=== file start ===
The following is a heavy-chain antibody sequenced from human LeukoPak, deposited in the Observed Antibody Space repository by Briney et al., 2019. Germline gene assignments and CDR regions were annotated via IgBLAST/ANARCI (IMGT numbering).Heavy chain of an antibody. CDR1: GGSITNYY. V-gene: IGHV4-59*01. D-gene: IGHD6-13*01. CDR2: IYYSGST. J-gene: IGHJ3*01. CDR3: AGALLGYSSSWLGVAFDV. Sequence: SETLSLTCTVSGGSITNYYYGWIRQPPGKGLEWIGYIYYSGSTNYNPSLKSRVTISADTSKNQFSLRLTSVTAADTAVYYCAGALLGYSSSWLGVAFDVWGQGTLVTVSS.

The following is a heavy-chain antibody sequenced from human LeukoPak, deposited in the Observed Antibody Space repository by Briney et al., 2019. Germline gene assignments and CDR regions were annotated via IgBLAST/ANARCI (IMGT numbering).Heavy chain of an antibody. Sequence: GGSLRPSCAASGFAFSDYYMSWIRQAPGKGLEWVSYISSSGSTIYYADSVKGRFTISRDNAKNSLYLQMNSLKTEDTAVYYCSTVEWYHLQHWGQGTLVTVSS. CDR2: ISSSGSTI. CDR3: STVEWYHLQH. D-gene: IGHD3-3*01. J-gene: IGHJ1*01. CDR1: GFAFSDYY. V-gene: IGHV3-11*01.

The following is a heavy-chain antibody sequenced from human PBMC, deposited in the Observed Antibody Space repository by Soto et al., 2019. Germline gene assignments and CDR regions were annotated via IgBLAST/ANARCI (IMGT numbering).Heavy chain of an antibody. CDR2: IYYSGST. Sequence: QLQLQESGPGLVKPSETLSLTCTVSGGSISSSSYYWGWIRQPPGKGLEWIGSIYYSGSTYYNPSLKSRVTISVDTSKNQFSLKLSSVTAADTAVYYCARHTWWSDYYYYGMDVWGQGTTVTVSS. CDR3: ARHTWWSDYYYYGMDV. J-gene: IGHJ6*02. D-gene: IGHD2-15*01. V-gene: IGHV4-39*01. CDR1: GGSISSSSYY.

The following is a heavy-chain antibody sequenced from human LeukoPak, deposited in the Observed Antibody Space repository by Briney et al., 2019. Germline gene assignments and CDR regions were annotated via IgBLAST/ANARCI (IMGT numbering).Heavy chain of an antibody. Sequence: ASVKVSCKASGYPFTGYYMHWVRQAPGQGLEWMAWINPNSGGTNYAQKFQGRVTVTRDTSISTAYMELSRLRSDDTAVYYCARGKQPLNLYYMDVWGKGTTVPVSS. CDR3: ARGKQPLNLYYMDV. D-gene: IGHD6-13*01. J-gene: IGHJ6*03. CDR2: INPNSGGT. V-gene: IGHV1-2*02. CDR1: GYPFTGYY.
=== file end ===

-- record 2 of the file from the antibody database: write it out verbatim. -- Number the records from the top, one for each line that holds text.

The following is a heavy-chain antibody sequenced from human LeukoPak, deposited in the Observed Antibody Space repository by Briney et al., 2019. Germline gene assignments and CDR regions were annotated via IgBLAST/ANARCI (IMGT numbering).Heavy chain of an antibody. Sequence: GGSLRPSCAASGFAFSDYYMSWIRQAPGKGLEWVSYISSSGSTIYYADSVKGRFTISRDNAKNSLYLQMNSLKTEDTAVYYCSTVEWYHLQHWGQGTLVTVSS. CDR2: ISSSGSTI. CDR3: STVEWYHLQH. D-gene: IGHD3-3*01. J-gene: IGHJ1*01. CDR1: GFAFSDYY. V-gene: IGHV3-11*01.